Is Becoming a Coach Worth It?

It’s hard to be a good coach. If you want to be a mediocre, sort of ok, minimum wage coach, that’s much less hard. There are literally thousands of books and courses on how to be an ok coach. 

But to be good, to be great, that’s hard. So before you take the leap, make the investment, and quit your day job, ask yourself, “Is becoming a coach worth it?”

You can only really answer this question yourself, but I’m going to do my best to help you figure this out before you get too far down this path. 


#1 Do you love people?  Are you also driven mad by them?

When I first wrote this, I typed, Do you enjoy helping people? But then I realized too many coaches get started because they like “helping” people. Except what they call helping people is really just telling people what to do.  

Most advice isn’t followed and it’s also not asked for. So changing someone is rarely about getting them to do something different. It’s about helping them discover what they really want. 

To be a great coach you have to love people. You have to love them even though they make stupid choices over and over again, you have to love them even when they get mad at you for telling you the truth, and you have to love them even when they are really whiney about something they can easily change. 

If you love people, becoming a coach might be worth it. If you just like telling people what to do, then work for TSA. 


#2 Are you curious?

Some people like being right and some people love being curious. Some people love both. 

Most great coaches I know love being right, but they love being curious even more. Curiosity has an element of humility to it. A willingness to be wrong and to not know. 

Even great coaches are wrong a lot, often they don’t realize it at the time and neither do their clients, but as we shift people, we do so from a series of guesses, distinctions, and explorations. 

Like working through a maze, there are a fair amount of dead ends. There are less as you get better but there are dead ends nonetheless. 

So you need to be curious and you need to long for curiosity more than you long for being right. If you need to be right, coaching will become about your ego and agenda. Sure some people will love that and you may find success, but that doesn’t mean you’ll find mastery. 


#3 Can you sell? Are you willing to learn?

Great coaches sell. They get clients to sign up. They do this in conversations and online. Great coaches simply learn how to get people to commit to change and then hiring them to create the change.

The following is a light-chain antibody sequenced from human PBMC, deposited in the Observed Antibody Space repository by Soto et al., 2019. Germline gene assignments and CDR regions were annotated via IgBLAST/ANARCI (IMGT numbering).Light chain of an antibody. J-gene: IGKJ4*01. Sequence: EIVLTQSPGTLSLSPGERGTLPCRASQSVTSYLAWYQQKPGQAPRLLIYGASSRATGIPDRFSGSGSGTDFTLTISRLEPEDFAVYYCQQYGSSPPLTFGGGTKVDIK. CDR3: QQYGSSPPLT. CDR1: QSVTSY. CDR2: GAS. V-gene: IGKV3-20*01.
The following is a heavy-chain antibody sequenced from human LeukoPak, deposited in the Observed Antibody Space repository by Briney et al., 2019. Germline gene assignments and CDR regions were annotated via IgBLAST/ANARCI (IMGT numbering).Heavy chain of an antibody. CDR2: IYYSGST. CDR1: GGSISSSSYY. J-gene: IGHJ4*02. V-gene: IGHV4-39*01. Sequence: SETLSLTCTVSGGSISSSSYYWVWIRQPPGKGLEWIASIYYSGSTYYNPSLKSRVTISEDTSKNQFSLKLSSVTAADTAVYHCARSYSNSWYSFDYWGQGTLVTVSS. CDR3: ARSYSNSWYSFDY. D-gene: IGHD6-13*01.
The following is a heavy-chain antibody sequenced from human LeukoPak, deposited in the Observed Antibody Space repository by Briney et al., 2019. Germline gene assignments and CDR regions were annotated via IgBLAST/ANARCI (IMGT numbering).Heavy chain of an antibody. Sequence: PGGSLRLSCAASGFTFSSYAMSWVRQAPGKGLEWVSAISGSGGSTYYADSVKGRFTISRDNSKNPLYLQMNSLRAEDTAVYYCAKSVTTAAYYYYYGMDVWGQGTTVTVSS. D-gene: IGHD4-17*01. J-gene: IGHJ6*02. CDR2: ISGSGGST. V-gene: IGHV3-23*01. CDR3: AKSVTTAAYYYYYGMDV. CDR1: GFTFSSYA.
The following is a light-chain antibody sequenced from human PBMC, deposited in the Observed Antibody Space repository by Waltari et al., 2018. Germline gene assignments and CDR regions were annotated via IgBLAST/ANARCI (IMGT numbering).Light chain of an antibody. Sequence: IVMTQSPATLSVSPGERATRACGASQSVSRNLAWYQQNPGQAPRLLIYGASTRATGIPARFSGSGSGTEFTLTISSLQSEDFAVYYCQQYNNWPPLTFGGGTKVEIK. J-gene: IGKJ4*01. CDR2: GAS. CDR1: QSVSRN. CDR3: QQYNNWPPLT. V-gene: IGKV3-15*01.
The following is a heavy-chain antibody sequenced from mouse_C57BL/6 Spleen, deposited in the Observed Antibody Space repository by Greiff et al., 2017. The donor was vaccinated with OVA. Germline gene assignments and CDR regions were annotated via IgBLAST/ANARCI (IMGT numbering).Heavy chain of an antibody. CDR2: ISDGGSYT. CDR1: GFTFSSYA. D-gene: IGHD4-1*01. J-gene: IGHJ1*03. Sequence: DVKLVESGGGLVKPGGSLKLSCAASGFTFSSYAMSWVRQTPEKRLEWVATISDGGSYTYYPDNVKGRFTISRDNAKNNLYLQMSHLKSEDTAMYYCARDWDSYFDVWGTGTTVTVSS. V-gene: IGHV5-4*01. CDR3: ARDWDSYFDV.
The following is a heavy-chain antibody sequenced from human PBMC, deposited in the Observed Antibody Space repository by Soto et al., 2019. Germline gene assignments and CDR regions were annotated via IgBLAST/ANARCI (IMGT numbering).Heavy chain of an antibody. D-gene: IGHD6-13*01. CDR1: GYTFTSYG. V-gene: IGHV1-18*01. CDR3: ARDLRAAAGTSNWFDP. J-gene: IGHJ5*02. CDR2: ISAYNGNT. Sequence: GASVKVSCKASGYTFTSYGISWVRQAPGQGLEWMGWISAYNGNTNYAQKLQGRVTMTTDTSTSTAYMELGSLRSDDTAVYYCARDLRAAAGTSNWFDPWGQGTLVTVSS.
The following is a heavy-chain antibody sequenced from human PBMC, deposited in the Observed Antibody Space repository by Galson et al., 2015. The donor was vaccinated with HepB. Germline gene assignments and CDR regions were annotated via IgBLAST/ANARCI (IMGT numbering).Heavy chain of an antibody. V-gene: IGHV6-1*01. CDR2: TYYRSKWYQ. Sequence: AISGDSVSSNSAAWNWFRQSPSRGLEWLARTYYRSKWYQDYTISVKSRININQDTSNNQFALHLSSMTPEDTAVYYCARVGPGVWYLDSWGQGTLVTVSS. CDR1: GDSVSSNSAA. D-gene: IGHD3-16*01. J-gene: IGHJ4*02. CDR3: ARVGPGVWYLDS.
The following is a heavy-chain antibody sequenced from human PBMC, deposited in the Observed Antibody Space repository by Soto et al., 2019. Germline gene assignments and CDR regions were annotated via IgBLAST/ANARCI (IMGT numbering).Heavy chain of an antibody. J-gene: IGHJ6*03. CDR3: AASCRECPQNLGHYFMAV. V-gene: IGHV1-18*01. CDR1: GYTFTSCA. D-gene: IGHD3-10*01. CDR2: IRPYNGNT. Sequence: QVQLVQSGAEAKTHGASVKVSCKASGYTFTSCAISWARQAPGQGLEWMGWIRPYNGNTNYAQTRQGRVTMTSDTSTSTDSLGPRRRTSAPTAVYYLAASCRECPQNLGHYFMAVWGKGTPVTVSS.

Selling isn’t as mysterious or evil as you think it is. It can actually be enjoyable. But if you think selling is evil and you hate the idea of asking someone to pay you, you might be better off having a job where you sell once during the interview and collect a paycheck for years. 

If you sort of enjoy talking people into things or helping people get to yes then becoming a coach is worth it, if not you may want to do something else. 


#4 Do you really want to do meaningful work?

This may seem obvious, I assure you, it’s not. People say they want to do meaningful work, but they really don’t. They don’t like the pressure, the significance, or the depth of commitment meaningful work requires. 

You may prefer to have some lightness in your life, to keep things simple, or to not actually say your work is about changing lives. And that’s ok. 

Meaningful work sounds great on paper but what it asks of you is harder. It asks you to put your life, your ego, and your heart on the line. 

If you do meaningful work, you’ll be disappointed. You’ll wonder if it’s ever enough. You’ll work hard to change someone’s life and they won’t change. You’ll have to let go, let them be on their path, and trust that they will find their way. 

So be honest with yourself if you’re really up to this or not. 


So is becoming a coach worth it? 

For me it’s never been a choice. Once coaching found me, it hasn’t let me go. 

It’s magic. You get on the phone. You talk to someone. And their lives change. 

Recently a client of mine finally settled her divorce after years of strife around it. 

Another client got the promotion at work she had wanted for a long time and started enjoying her life more than ever before, she even let herself be fully committed to her amazing boyfriend for the first time. 

Another client repaired a relationship with a major client he was sure was at its end. All in the midst of the client getting some tough medical news. 

To me that’s magic. To me, all the things that are hard about being a coach are worth it, because of who I get to be for people. 

But it isn’t easy, it takes work, commitment, and guidance from a master to get great. 

So if it’s not worth it to you, choose something else. You can always be a great listener for your friends in between shifts at your amazing startup job or tell lots of people what to do at the airport while they are going through security.

Being a coach isn’t a ticket to freedom, but it IS a ticket to an incredible life, if you decide it’s worth it for you. 


The Illusion of Confidence

All coaches want to be confident. 

You want to be able to sit in front of your client and promise them that you’ll change their lives, that you’ll be a great coach, and that you’ll get results. 

You want to feel good about your coaching, your likelihood of success, your ability to build a practice. And yet it seems to escape you.